Sheriff Joe Arpaio's threats of bringing his posse to Mesa make Shana Higa mad. The 30-year-old Mesa resident said the Maricopa County sheriff is targeting people through his anti-immigration sweeps who are not only her neighbors and friends, but also human beings.
"It's easy to catch people with a broken tail light and throw them back to their home country, but has he ever stopped short to think why they're here?" Higa said.
It's not just the "why," but the "how," that bothers Higa enough to join an Arizona coalition in a 75-mile walk near a patch of the Arizona-Mexico border. This is the fifth year that the Coalición de Derechos Humanos, or The Human Rights Coalition, a Tucson-based grass-roots organization, is planning the walk, along with a coalition of like-minded groups. The goal of participants: highlight the reality of those traversing the desert to enter the United States, many of whom die in the process because of the harsh conditions and lack of food and water.
Derechos Humanos organizer Kat Rodriguez blamed the United States' immigration and border policies for pushing people into taking the isolated, harsh illegal path and for the hundreds of bodies found on the borders every year.
She said sealing the traditional border areas to make it harder for people to cross into the U.S. was a "strategic government tactic" to make it easier for the Border Patrol to catch them and for some people to die.
"We've factored death into our immigration strategy."
They don't support open borders. Instead, a policy change at the federal level - one that recognizes the need for skilled and unskilled labor in the U.S. and fixes the legal route for those workers to get here - would work.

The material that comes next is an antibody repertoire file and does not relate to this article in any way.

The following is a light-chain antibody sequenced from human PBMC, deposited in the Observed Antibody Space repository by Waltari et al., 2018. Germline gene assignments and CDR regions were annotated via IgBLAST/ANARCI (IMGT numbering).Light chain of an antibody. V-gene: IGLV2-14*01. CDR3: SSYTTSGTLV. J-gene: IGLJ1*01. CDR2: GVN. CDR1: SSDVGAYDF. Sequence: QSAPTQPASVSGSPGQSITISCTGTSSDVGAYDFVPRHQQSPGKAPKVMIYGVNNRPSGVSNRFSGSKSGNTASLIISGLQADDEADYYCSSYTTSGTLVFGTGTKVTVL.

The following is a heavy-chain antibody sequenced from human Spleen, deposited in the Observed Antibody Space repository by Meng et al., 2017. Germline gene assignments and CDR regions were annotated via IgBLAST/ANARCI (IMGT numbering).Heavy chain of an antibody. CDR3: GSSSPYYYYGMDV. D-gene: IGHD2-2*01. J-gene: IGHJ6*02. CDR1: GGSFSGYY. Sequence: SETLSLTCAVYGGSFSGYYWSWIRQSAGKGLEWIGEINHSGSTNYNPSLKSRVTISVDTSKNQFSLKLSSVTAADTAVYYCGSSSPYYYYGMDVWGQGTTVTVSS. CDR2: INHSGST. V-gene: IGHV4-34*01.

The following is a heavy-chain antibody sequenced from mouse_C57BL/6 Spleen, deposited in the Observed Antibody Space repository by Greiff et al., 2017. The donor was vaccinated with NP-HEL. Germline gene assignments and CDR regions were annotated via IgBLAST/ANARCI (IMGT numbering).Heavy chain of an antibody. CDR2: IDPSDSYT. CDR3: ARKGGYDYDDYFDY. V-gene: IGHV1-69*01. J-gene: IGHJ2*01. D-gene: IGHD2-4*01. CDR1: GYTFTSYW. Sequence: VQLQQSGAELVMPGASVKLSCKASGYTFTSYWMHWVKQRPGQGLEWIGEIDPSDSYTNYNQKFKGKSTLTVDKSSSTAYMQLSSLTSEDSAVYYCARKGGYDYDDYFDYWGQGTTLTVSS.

"We need to stop pretending that this is some shocking, scary thing," Rodriguez said. "It's not about us supporting illegal immigration," Rodriguez said. "It's about recognizing that it's a reality and it happens across the world."
Phoenix resident Melissa Rodis, who's walked the trail before, said some participants have received death threats in the past and there's no lack of people who scoff at this notion.
"People come to us and say people wouldn't die if they just chose to stay in their country, but they don't try to see why they would want to go through this process," Rodis said.
The threats haven't deterred them. About 70 people will do the entire walk from Sasabe in Sonora to Tucson, covering 12 to 15 miles each day.
Higa, a lawyer and first-time participant, said she can't forget the story of a father who was trying to enter the U.S. through the desert along with his daughter. They hid behind a bush after the Border Patrol spotted them. The daughter was run over by a Border Patrol vehicle and the father was charged with endangering his child.
"Those were serious felonies for a father who was trying to provide a better life for his family," Higa said. "I think it's tragic that people have to resort to such extreme measures to make a better life for themselves."
The roots go deeper.
Higa, a U.S. citizen herself, has an immigrant father from Peru.
Her brother-in-law is from El Salvador. She's had to help her sister go through the legal immigration system - "a long, tedious and unnerving process."